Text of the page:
By Björn Runow
Meet Eleonora Svanberg, who talks about her experiences of being a girl and interested in math. We hear a little about how stereotypes in society can negatively affect girls interested in math and about what we can do to help young girls keep their math dreams alive.
Photo Credit: The King's Foundation for Young Leadership
BJÖRN RUNOW: Tell us a little about yourself, the association you are active in and what you dream of becoming.
ELEONORA SVANBERG: My name is Eleonora Svanberg and I study Physics and Mathematics at Stockholm University in Sweden. Since I was little, I have found the universe interesting and after testing research, I have realized that this is how I get to explore cool things, and also get paid for it! I am currently researching mathematical astrophysics at the University of Cambridge and studying rotating disks.
Physics and math, like many other science areas, are male-dominated, something I already noticed in primary school when I was probably the only girl around me who openly liked math. So in high school, I started the non-profit association called Girls in STEM (Science, Technology, Engineering and Mathematics) which works to get more girls and non-binaries to apply to these areas. We do this mainly through three sub-activities:
• Hold activities that show how fun STEM is
• Highlight role models and discuss stereotypes
• Create a supportive network with like-minded people around the world
RUNOW: Have you always been interested in mathematics and if so, what has been the biggest challenge of growing up as a girl interested in mathematics? How was it especially in middle and high school?
SVANBERG: I have always preferred to study math over other subjects as I experienced it as less "needing to memorize things" compared to other homework I would have. It felt structured and beautiful somehow. Like learning a nice language. I have several memories from when I went to primary school and was the only girl in my class who wanted to make the challenging "problem cards" that you had to do if you had finished the chapter on time. My clearest, and most tragic, memory, however, was from a day in 3rd grade in primary school when, after school, I had run crying and locked myself in the bathroom. I thought something had gone "wrong" when I was "created", I really should have become a guy because I liked math so much. I was convinced that there had been a mistake.
Looking back on this, I do not think my reaction was strange; I only saw guys share my interests in math and playing computer. Towards middle and high school, "liking math" also began to give a stamp that you were "nerdy" and could not possibly have other interests such as makeup, clothes and dancing. It was as if certain interests were more difficult to connect with also having an interest in mathematics. It took far too long until I realized that it was precisely the typically feminine interests that clashed in the eyes of others.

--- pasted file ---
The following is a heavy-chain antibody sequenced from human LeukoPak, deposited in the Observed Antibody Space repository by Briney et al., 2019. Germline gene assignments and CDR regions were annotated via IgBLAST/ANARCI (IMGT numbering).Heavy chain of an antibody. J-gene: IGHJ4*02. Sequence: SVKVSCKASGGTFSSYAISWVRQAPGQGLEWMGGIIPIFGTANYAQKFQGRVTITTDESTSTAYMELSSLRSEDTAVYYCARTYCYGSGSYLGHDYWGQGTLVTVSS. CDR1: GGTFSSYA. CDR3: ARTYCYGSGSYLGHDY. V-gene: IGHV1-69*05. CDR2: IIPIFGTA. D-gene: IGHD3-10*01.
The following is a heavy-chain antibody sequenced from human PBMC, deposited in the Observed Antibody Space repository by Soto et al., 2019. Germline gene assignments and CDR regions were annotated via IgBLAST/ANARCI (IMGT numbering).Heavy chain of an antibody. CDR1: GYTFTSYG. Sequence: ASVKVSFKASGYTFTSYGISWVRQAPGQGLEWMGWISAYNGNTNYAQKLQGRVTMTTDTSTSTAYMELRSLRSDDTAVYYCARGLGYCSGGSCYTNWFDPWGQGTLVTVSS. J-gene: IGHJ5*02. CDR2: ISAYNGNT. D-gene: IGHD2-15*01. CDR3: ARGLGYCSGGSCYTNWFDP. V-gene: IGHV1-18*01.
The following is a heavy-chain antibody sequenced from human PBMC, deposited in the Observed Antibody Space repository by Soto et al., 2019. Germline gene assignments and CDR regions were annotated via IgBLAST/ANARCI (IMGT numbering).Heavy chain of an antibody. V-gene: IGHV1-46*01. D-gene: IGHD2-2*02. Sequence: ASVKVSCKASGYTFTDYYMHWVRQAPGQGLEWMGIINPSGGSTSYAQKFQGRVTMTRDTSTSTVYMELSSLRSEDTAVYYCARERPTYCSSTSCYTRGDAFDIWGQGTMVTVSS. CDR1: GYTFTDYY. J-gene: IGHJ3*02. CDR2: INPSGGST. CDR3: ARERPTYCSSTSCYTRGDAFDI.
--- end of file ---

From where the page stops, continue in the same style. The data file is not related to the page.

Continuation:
Unfortunately, this is still something that can be found in many eyes, but being placed in a container so early did not feel good at all. It was as if I had to choose between losing the other interests I shared with my friends by reading about geometry in my spare time – why could I not do everything? Luckily, I had good support from my engineering parents, but without them I do not know if I would have been where I am today. It is very likely that I had seen a TikTok video saying that math in high school is so difficult and that you "commit social suicide" if you study the science program, I might not have chosen to study it.
RUNOW: Do you have any tips for elementary school teachers on what they can do to promote and develop the interest in mathematics in girls in particular?
SVANBERG: I think it's important to start talking about math early and everything that comes with it. When I taught during the year between high school and university, I thought it was clear that the math learning process is special; it feels very individual in a way. It is often clear when you make a mistake and with such strong connections to intelligence, it is easy for self-confidence to start to play a big role. Therefore, I think one should normalize it as a subject and interest, not as a natural gift. It takes time to learn, but that does not mean you should not do it. Take on math, whether you’re the best or worst at it, knowing that it is something you study. Some will spend more time than others, and some may need a different study technique.
But perhaps the most important thing is to talk about all stereotypes and fears. There are several studies that show that if girls at a young age are told that there are external factors that make you feel bad in math, the latter will find it easier to disconnect thoughts such as "I am too stupid for this". When you as a girl study an area that is already isolated from society – because of the low proportion of women active in it – being told that it is not for you, it will unfortunately be easier to let go of the math dreams when you encounter obstacles, as everyone does at some point in a learning process. Especially if there is no support from home.
Eleonora's tips about what to discuss in whole class or small groups:
Do you feel “not smart” when you study math?
How do you feel when you make a mistake in a math problem?
What do you think of when you hear ”mathematician”?
What does it mean to be "good" at math?
What is a "nerd"?
How do you think people talk about math on social media? Do you think there are any consequences of this?
Follow Eleonora on Instagram @elle.pyc to keep updated with her STEM adventures!